Workshop: Saturday, September 24 from 10am-5pm
with Harry Enten & Neil Paine, FiveThirtyEight
The first workshop in the Transparency Series takes you through techniques for looking at one or more polls over time. Your instructor is Harry Enten, a senior political analyst at FiveThirtyEight. He will be assisted by his colleague Neil Paine, another talented data journalist and sportswriter. The day-long workshop will present tools and strategies for working with polls — starting at the very beginning with simple random samples, and leading to the detailed models that are employed today. All the while, we will emphasize how to find and tell interesting, novel stories with polls. No prior experience in statistics or data analysis is needed.
Bios: Harry Enten is a senior political analyst and writer for FiveThirtyEight, a data journalism website. He studies polling and demographic trends to try and tell readers who and why candidates and parties win and lose elections. Previously, he was a writer with The Guardian in New York. Harry graduated from Dartmouth College. At Dartmouth, he started his own blog Margin of Error, where he blogged about political statistics. Neil Paine is a senior sportswriter at FiveThirtyEight, with writing on all of the major American sports. Before joining FiveThirtyEight, Neil was a Basketball Analytics Consultant for the Atlanta Hawks and also worked for Sports Reference LLC. Neil is a graduate of Georgia Tech.
Panel: Wednesday, October 5
co-organized and hosted by Thomson Reuters
Join us in at Reuters for a discussion on polling and its importance in the presidential race. As the 2016 election nears, we pore over opinion polls looking for subtle (or not so subtle) clues about how things will fare on November 8. We say Clinton is ahead because most of the polls have her ahead, yet there are polls that have Trump ahead. Which polls are right? Or reliable? To journalists, of course, the polls themselves aren't the story, they help tell us a story. The narrative power of polls extends far beyond a single number on a given day. Taken collectively and in combination with other data, we can tell deep stories about the nature of our public’s opinions.
Mapping & Cartography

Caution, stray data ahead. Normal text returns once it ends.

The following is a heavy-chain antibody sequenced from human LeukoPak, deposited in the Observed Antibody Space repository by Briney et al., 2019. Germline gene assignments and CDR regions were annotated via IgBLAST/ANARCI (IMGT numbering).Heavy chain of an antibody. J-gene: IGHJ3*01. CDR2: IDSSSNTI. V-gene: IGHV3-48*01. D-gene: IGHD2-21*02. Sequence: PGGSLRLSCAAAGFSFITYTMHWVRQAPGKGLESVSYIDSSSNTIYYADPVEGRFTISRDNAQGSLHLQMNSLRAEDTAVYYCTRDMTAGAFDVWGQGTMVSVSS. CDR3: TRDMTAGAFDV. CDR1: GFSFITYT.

Talk: Friday, October 14 at 5pm
The world has always been a connected system, and it's only becoming more so. As a form of journalism, maps contextualize the world by visually linking events to each other and to their geographic surroundings. Join the Brown Institute as we welcome Al Shaw, developer at ProPublica and Michal Migurski, VP of Product at Mapzen to talk about mapping in the context of journalism.
Al Shaw is a developer at ProPublica's News Applications desk. He has published numerous visualizations and analyses on disaster mapping. His latest interactive story "Hell and High Water" includes a map with seven animated simulations depicting a large hurricane hitting the Houston-Galveston region. He's also released open source tools to make it easier for newsrooms to produce maps quickly. From 2008 to November 2010, Al was Designer/Developer at Talking Points Memo, where he redesigned the homepage and news blogs, and created the first version of TPM PollTracker. He attended the University of Chicago, where he studied modern Middle Eastern language and culture.
Michal Migurski is currently the Vice President of Product for Mapzen, an open and accessible mapping platform. Migurski is also the CTO for Code for America, a Bay Area non-profit organization helping make government digital services "beautiful, simple, and easy to use." Previously, Migurski spent nine years as a partner and technology director at the celebrated San Francisco design studio Stamen. At Stamen, he oversaw inventive and powerful mapping and data visualization projects, focusing on ways to encourage the public to participate in collecting and representing data. Migurski holds a degree in Cognitive Science from UC Berkeley.
Workshop: Saturday, October 15 from 10am-5pm
with Derek Watkins, New York Times
If your story prompts questions like "What caused this to happen where it did?" or "Does this happen the same way in other places?", a map can probably help illuminate things for your readers. Once the exclusive domain of specialized practitioners, new tools make it easier and easier to analyze spatial data and publish maps online. Derek Watkins, a Graphics Editor at The New York Times, will give a day-long crash course in dealing with geographic data, designing elegant maps, and putting them on the internet. The overarching goal will be learning practical ways that maps can be used as a tool for journalists to tell more compelling stories.
Derek Watkins is a Graphics Editor at The New York Times, where he works as a designer, developer, reporter and geographer to visually present the news. Projects he's been involved with there have been recognized by the Society for News Design, Malofiej, the Ellies and the Emmys. He holds a Master's in Geography from the University of Oregon.